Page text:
The top income bracket seems to be where the pent up savings are. So, in the short term, growth should be driven by the spending of stimulus cheques but, in the mid term, by the higher earners deploying their savings once service sectors re-open. What will determine the timing of service sectors re-opening is undoubtedly vaccine deployment in the US. Therefore, if these fiscal packages are large enough to bridge the gap between spending by the bottom and top earners in the US, we could see a smooth consumption boom and closing of the output gap. This seems increasingly likely now that vaccination efforts are gathering pace in the US, helped by an already sophisticated flu-vaccine infrastructure, alongside the fact that the stimulus package has more than doubled from the original figure proposed of $934 billion. However, if these cheques run out before we get to the point that vaccine deployment has allowed service sectors to re-open, we may see some volatility in consumption trends. As mentioned, it is also important not to ignore unemployment numbers among the bottom earners, where a reversal in current hiring freezes will also need to be seen in order to generate a smooth transition and avoid an increase in inequality.
Despite these hurdles, inflationary forces that we are seeing in the market could be enough to offset these potential hinderances to the underlying inflation prints. Firstly, the recovery of unemployment numbers may not be as important as traditional economic theory dictates. The Phillips Curve relationship has arguably loosened significantly in recent decades, especially during periods of stagflation such as the 1970s and the booming 1990s. Inflation projections are also aided by very low starting points, with developed market inflation having printed below target for a number of years as a result of global trends such as technological advances and globalisation. It would take quite a large shock to the system to stall such trends – which a global pandemic undoubtedly offers. Talking of low starting points, we also saw numerous markets (Japan, for example) pricing in negative breakevens in the midst of the pandemic: this meant that, on a pure valuation basis, it became very cheap for investors to add inflation insurance into their funds.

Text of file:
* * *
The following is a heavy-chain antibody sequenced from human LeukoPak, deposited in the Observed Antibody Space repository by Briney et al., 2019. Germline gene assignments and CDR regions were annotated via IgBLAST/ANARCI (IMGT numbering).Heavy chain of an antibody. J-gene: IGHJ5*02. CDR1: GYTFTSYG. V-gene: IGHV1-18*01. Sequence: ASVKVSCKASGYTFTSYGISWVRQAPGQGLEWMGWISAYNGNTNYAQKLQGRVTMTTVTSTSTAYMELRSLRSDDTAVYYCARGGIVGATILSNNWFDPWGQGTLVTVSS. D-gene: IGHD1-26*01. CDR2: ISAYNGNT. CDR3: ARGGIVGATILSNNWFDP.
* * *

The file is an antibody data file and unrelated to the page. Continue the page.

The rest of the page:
We can also look at metrics such as the velocity of money. This hit record lows throughout 2020, offsetting inflationary pressure, but we are starting to see this trend reverse. Record levels of monetary policy intervention, coupled with record fiscal stimulus and pent up demand in the economy, could definitely spur this reversal further. Finally, it is important to realise that, for real yields and breakevens, it is not actual inflation that drives markets but expected inflation. We are likely to see a Fed that states that this year is ‘transitory’ and that underlying inflation prints are too noisy to take seriously for another couple of years. Consequently, if markets continue to be optimistic about vaccine efforts and positive economic data, a short-term output gap may not be cause for concern.
To conclude, we think it’s fair to say that the US reflation trade has got legs in the short term, largely thanks to unprecedented fiscal stimulus coupled with continued dovish central bank action. But, once the noise dies down and the facts become clearer, perhaps those legs aren’t as long as markets currently think. If the underlying inflation prints do materialise, how much will rely upon the speed of the labour market recovery, and will it be at the cost of higher inequality for those at the bottom of the income distribution?